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needles and broom-twigs, that are to represent trees in his back grounds; and never let him hear the last of his galli-pots! Admit, that the Allegro and Penseroso of Milton are not without merit; but repay yourself for this concession, by reprinting at length the two poems on the University Carrier! As a fair specimen of his sonnets, quote “a Book was writ of late called Tetrachordon;" and as characteristic of his rhythm and metre cite his literal translation of the first and second psalm! In order to justify yourself, you need only assert, that had you dwelt chiefly on the beauties and excellencies of the poet, the admiration of these might seduce the attention of future writers from the objects of their love and wonder, to an imitation of the few poems and passages in which the poet was most unlike himself.

But till reviews are conducted on far other principles, and with far other motives; till in the place of arbitrary dictation and petulant sneers, the reviewers support their decisions by reference to fixed canons of criticism, previously established and deduced from the nature · of man; reflecting minds will pronounce it arrogance in them thus to announce themselves to men of letters, as the guides of their taste and judgment. To the purchaser and mere reader it is, at all events, an injustice. He who tells me that there are defects in a new

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work, tells me nothing which I should not have taken for granted without his information. But he, who points out and elucidates the beauties of an original work, does indeed give me interesting information, such as experience would not have authorised me in anticipating. And as to compositions which the authors themselves announce with "Hæc ipsi novimus esse nihil," why should we judge by a different rule two printed works, only because the one author was alive, and the other in his grave? What literary man has not regretted the prudery of Spratt in refusing to let his friend Cowley appear in his slippers and dressing gown? I am not perhaps the only one who has derived an innocent amusement from the riddles, conundrums, tri-sy!lable lines, &c. &c. of Swift and his correspondents, in hours of languor when to have read his more finished works would have been useless to myself, and, in some sort, an act of injustice to the author. But I am at a loss to conceive by what perversity of judgement, these relaxations of his genius could be employed to diminish his fame as the writer of "Gulliver's travels," and the "Tale. of a Tub." Had Mr. Southey written twice as many poems of inferior merit, or partial interest, as have enlivened the journals of the day, they would have added to his honour with good and wise men, not merely or principally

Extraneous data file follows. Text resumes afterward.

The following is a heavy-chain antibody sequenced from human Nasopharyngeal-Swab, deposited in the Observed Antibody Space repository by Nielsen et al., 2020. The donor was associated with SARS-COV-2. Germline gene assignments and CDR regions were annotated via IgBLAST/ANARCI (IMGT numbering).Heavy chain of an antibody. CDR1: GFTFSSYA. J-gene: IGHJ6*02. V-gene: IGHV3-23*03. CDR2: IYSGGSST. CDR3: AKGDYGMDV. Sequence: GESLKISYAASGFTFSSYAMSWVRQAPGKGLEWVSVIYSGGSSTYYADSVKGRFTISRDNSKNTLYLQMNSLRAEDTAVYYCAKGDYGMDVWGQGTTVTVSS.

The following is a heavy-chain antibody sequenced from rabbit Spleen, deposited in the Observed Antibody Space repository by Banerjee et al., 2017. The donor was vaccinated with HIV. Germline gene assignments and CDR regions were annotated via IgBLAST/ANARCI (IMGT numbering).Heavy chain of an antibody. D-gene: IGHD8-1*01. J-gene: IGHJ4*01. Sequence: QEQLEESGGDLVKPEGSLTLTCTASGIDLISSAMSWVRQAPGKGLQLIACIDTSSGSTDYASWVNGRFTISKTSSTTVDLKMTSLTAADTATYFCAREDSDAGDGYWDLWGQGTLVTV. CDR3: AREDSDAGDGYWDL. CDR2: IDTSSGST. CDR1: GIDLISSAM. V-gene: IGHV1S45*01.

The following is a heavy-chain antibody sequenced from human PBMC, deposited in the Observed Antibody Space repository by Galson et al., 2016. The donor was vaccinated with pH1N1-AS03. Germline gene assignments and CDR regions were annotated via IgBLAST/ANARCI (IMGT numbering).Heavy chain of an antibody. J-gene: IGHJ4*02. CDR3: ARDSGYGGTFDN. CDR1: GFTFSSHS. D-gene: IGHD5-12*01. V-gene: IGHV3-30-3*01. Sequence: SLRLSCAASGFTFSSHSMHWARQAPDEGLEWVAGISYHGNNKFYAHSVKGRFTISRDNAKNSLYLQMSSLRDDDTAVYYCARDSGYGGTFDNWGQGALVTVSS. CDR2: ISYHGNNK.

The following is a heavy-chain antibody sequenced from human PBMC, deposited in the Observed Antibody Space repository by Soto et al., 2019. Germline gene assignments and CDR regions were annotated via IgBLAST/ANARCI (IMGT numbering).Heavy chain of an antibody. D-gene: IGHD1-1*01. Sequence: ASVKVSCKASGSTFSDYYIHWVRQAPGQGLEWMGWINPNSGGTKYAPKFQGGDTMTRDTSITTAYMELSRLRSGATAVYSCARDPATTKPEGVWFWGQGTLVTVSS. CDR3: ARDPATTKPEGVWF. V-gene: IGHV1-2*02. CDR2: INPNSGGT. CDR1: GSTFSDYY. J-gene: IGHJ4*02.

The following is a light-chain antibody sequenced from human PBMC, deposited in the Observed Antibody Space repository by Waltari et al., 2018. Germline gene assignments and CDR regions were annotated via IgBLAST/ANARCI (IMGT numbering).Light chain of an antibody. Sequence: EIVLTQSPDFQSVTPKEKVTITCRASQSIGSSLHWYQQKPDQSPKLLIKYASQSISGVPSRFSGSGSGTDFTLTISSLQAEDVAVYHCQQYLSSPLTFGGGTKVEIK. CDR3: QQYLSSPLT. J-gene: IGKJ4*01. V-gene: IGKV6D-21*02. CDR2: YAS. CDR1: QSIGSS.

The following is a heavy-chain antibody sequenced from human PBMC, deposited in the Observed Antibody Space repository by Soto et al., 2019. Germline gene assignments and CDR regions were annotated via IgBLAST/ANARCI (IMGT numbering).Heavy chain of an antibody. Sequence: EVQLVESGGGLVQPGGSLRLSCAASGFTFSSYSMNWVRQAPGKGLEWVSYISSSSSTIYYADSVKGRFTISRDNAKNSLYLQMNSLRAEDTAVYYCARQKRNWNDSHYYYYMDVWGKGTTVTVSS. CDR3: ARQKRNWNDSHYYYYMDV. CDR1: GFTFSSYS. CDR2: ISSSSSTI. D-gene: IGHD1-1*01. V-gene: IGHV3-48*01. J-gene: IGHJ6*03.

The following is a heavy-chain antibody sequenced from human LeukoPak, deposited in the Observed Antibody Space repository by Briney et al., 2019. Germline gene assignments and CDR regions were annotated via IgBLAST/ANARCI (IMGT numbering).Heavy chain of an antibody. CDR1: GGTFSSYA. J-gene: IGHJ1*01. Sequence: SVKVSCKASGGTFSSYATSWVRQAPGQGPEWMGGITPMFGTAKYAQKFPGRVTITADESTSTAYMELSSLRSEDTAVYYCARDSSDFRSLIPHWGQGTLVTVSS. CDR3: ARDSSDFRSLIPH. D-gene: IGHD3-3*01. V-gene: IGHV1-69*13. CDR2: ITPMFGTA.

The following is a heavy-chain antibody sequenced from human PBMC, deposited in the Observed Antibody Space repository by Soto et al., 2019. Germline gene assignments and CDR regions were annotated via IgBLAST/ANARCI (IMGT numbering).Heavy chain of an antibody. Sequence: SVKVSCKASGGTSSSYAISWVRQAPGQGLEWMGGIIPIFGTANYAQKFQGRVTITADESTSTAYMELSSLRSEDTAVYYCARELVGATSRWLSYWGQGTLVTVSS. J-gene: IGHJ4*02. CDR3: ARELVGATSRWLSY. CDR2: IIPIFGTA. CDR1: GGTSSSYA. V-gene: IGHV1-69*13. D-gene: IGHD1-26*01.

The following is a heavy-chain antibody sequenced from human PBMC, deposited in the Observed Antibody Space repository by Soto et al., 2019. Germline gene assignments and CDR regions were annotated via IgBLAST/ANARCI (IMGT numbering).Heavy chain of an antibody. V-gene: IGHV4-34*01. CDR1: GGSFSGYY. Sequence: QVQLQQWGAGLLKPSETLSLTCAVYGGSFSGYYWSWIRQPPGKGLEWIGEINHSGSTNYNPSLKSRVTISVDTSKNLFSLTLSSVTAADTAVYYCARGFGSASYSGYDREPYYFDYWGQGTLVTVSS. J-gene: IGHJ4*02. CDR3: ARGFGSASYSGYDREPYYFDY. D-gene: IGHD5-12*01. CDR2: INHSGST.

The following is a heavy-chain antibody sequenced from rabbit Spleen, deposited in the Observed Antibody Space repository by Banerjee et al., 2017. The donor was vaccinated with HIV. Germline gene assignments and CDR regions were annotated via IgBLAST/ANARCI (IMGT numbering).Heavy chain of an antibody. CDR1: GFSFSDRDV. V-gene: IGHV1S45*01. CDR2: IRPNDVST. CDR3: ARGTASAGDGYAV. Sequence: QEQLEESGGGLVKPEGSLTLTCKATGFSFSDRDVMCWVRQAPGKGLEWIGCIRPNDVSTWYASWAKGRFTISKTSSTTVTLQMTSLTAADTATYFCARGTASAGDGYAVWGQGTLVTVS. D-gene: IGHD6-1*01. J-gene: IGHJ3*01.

as proving the versatility of his talents, but as evidences of the purity of that mind, which even in its levities never wrote a line, which it need regret on any moral account.